THE HALF DECENT FOOTBALL MAGAZINE

Chance to win all three major European trophies gone for most

icon cups6 February ~ When hearing this week that former Bayern Munich, Borussia Mönchengladbach and Barcelona manager Udo Lattek had died at the age of 80, I instantly remembered he was the first coach to win all three European club competitions. Furthermore he had Denmark’s Allan Simonsen in his Mönchengladbach and Barça sides, the only player to score in all three European finals. In a week when a new TV rights auction will earn the Premier League billions, these unique boasts remind us that variety of achievement once mattered, rather than variety of match days.

They also illustrate how the 1999 discontinuation of the European Cup-Winners Cup still skews the European honours list. For some this matters more than league games on Monday and Friday nights. Real Madrid lost the 1971 Cup-Winners Cup final to Chelsea after a replay and the 1983 final to Aberdeen after extra time. So, despite always having won the European Cup more often than anyone else, Real will never have won the three continental trophies as Barcelona had by 1992. This treble remains a possibility for the likes of KV Mechelen – 1988 Cup-Winners Cup champions and in the Belgian third division as recently as 2005 – and 1974 winners, FC Magdeburg, currently in the German fourth tier.

This season Rafa Benítez could become the first manager to win the same European trophy with three different clubs. He lifted the 2004 UEFA Cup with Valencia and Napoli’s current Europa League campaign could quite easily end as victoriously for him as Chelsea’s in 2013. Yet despite this and the small matter of winning the 2005 Champions League with Liverpool, Benítez is regarded as a failure in England for not winning the Premier League. Following two-time Champions League and Premier League winner José Mourinho into the Internazionale and, eventually, Chelsea jobs didn’t help.

However, the 21st century lack of a third European competition has only emphasised the quality gap between the remaining two. It cheapens Benítez’s achievement by comparison. A dozen Europa Leagues would now merely highlight 12 years you weren’t in the Champions League. Arsène Wenger has lost all three European competitions (the Cup-Winners Cup as Monaco manager in 1992 the UEFA Cup and Champions League finals with Arsenal in 2000 and 2006 respectively). However, this breadth of endeavour segued, at the turn of the century, into 17 straight Champions League group stage qualifications. Almost as a direct result, last season’s FA Cup was their first trophy in nearly a decade.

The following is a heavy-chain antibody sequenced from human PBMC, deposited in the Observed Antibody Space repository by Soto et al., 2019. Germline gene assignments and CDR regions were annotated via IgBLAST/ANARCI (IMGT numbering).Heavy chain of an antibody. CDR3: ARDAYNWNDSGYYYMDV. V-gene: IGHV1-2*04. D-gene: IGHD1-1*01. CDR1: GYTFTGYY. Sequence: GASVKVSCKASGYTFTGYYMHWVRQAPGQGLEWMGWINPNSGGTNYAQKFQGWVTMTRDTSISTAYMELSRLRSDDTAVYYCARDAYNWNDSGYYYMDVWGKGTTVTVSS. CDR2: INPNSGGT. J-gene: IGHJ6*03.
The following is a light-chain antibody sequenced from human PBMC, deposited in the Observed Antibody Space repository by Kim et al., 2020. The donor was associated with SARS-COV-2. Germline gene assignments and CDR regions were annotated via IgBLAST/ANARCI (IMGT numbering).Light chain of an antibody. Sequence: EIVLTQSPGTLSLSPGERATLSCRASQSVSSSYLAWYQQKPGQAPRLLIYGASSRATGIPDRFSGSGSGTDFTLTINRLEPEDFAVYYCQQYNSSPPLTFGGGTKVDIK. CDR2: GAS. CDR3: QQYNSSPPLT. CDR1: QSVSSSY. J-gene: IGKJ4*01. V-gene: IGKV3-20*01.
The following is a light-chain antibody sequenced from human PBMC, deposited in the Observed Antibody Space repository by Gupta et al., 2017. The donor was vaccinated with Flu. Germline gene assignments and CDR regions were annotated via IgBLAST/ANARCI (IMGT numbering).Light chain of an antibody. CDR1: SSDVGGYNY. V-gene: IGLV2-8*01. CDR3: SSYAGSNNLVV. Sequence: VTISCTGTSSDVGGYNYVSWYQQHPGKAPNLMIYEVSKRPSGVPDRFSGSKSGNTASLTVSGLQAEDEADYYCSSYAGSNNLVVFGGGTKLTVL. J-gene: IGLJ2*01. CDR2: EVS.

The same FA Cup was regarded as an embarrassing omission for the Liverpool side sweeping all else before them home and abroad between 1974 and 1986. Deregulated broadcasting rights mean minor glories achieved en route are a hindrance; Premier League survival and Champions League participation are the cash cows and the main aim. The list of players to have won all three European competitions is in double figures. However, as it’s now 16 years since UEFA scrapped the Cup-Winners Cup, Simonsen’s feat will remain unique. It’s unlikely anyone will match Lattek and Giovanni Trapattoni, who managed Juventus when they became first club to win all three European trophies, between 1977 and 1985.

Benítez improved Chelsea’s nouveau riche image by making them the first English side to acheive this continental treble also completed by Ajax and Bayern Munich. Liverpool have the country’s superior European Cup record. But Arsenal, Spurs and West Ham – all previous Cup-Winners Cup holders – could win every European trophy before any north-west giant. All it takes is an oligarch with an interest in London and football history prior to the year 2000. Alex Anderson

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